Next Gen Angels, a collective of nearly 70 early-stage investors that launched earlier this year, has cut checks to five local companies in the past seven months — a more rapid spate of investments than organizers initially expected.
The group’s investments include:→→
Social Radar , the location-based mobile app developed by former Blackboard CEO Michael Chasen, a Next Gen Angels member.
Spinnakr , a tool to help Web sites automatically cater to each visitor.
Speek , a conference call alternative company.
Dashboard , the creators of software for investors founded by 500 Startups partner Paul Singh, also a Next Gen Angels member.
Next Gen Angels was formed with an entrepreneur-friendly ethos, said founder Dan Mindus, the investment director at CIT GAP Funds.
“All members sign a code of conduct, which includes a whole host of things they need to do, so if there’s a potential angel who is unwilling to live up to that mission, then they simply don’t join,” Mindus said.
The group’s rules dictates that every member must agree to provide a portfolio company with support, such as mentorship or access to their professional network, if 10 or more members invest in the firm.
Members are also required to invest in at least one company every 12 months, meaning entrepreneurs aren’t pitching to an audience without money in the bank or a desire to spend it, as is sometimes the case in other venues.
Among the group’s roughly 70 members are both entrepreneurs and investors, including Seva Call co-founder Manpreet Singh, CIT GAP Funds senior associate Jen O’Daniel, TDF Ventures Principal Joe Harar and TechCocktail duo Jen Consalvo and Frank Gruber, among others.
The Tech Council of Maryland installed Philip Schiff as chief executive, the industry association announced last week. He will take the reins Oct. 1.
Schiff comes to the council from the Bethesda-based American Association of Blood Banks, where he served most recently as chief strategy officer.
A native Marylander (who, it just so happens, moved to the District just weeks ago), Schiff’s experience with the state’s technology sector is limited primarily to interactions with biotechnology firms developing transfusion and cellular therapies.
Nevertheless, he said in an interview that he believes the council will delve into policy debates, focus on issues such as taxation and transportation, and expand its reach to parts of the state beyond Montgomery County and Baltimore.
The council has struggled at times to effectively serve its two key constituents — biotechnology and information technology companies. Both have a stronghold in the state, yet often face different obstacles to growth.
“At the end of the day, I also think I’m here to help them come to consensus, and I think those industries are part of a bigger cycle of serving the community and serving each other,” he said. “Everybody’s got an interest but when you boil it down they’re probably not that far apart.”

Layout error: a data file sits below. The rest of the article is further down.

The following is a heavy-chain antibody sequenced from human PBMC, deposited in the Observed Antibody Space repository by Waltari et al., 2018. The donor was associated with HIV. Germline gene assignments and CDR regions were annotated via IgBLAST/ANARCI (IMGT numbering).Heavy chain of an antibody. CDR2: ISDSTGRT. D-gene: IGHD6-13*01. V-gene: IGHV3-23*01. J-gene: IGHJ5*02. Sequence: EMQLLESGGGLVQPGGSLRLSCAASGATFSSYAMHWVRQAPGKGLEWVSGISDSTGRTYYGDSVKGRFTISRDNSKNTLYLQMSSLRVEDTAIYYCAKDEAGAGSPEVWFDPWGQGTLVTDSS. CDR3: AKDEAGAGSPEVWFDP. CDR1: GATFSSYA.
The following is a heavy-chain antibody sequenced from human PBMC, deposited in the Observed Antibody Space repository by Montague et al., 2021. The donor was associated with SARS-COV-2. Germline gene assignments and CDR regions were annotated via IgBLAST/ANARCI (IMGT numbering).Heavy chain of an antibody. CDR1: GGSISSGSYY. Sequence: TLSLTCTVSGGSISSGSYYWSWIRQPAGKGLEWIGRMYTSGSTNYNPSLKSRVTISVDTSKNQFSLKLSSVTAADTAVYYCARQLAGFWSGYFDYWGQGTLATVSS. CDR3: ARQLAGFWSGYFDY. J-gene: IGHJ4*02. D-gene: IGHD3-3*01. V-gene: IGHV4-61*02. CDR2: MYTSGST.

Tysons Corner-based ID.me received a $1.2 million grant from the National Institute of Standards and Technology to develop and test online identification technology.
The company plans to use the grant to earn Level of Assurance 3 credentials from the General Services Administration, which will allow its members to securely identify themselves when interacting online with federal agencies.
ID.me expects it will receive a second grant worth $1.6 million from the agency after a year, co-founders Blake Hall and Matthew Thompson said.
The company’s mission has evolved since it was first founded in 2010 as an online marketplace and daily deals site for military families. The company now authenticates military and public safety personnel to access online discounts and benefits at retailers.
More than 200,000 veterans and service members use ID.me’s Troop ID service, according to a news release.
A group of Maryland entrepreneurs aren’t afraid to mess with Texas.
A bus loaded with entrepreneurs participating in Startup Maryland’s Pitch Across Maryland tour to promote young companies rolled into Bethesda Wednesday for a business competition.
They weren’t alone.
Also in Bethesda was Texas Gov. Rick Perry, dining with local political and business officials at Morton’s Steakhouse as part of his own tour aimed at recruiting firms to the Lone Star State.
“If you want to live in a state where you have high taxes and a relatively burdensome regulatory climate, if you want to live in a state where the litigation is relatively easy to get into, then go live in those states,” Perry told Bethesda Now.
“But if you want to be free, if you want to live free, free from over-taxation and over-litigation, free from over-regulation, in a place that’s got a great, skilled work force, move to Texas.”
The dozen or so entrepreneurs from Startup Maryland won’t be packing suitcases anytime soon. Though they did not get to speak with Perry directly as hoped, organizers still voiced concern with his sales pitch.
“The messaging from Gov. Perry is laser focused on the tax environment,” said Startup Maryland co-chairman Michael Binko. “If businesses are only looking at the tax environment for where they should go to succeed, we think that’s shortsighted as entrepreneurs, and probably a recipe for disaster.”
Binko suggests businesses also look at the caliber of schools, available tax credits and access to venture capital — areas where he asserts Maryland has more to offer than Texas.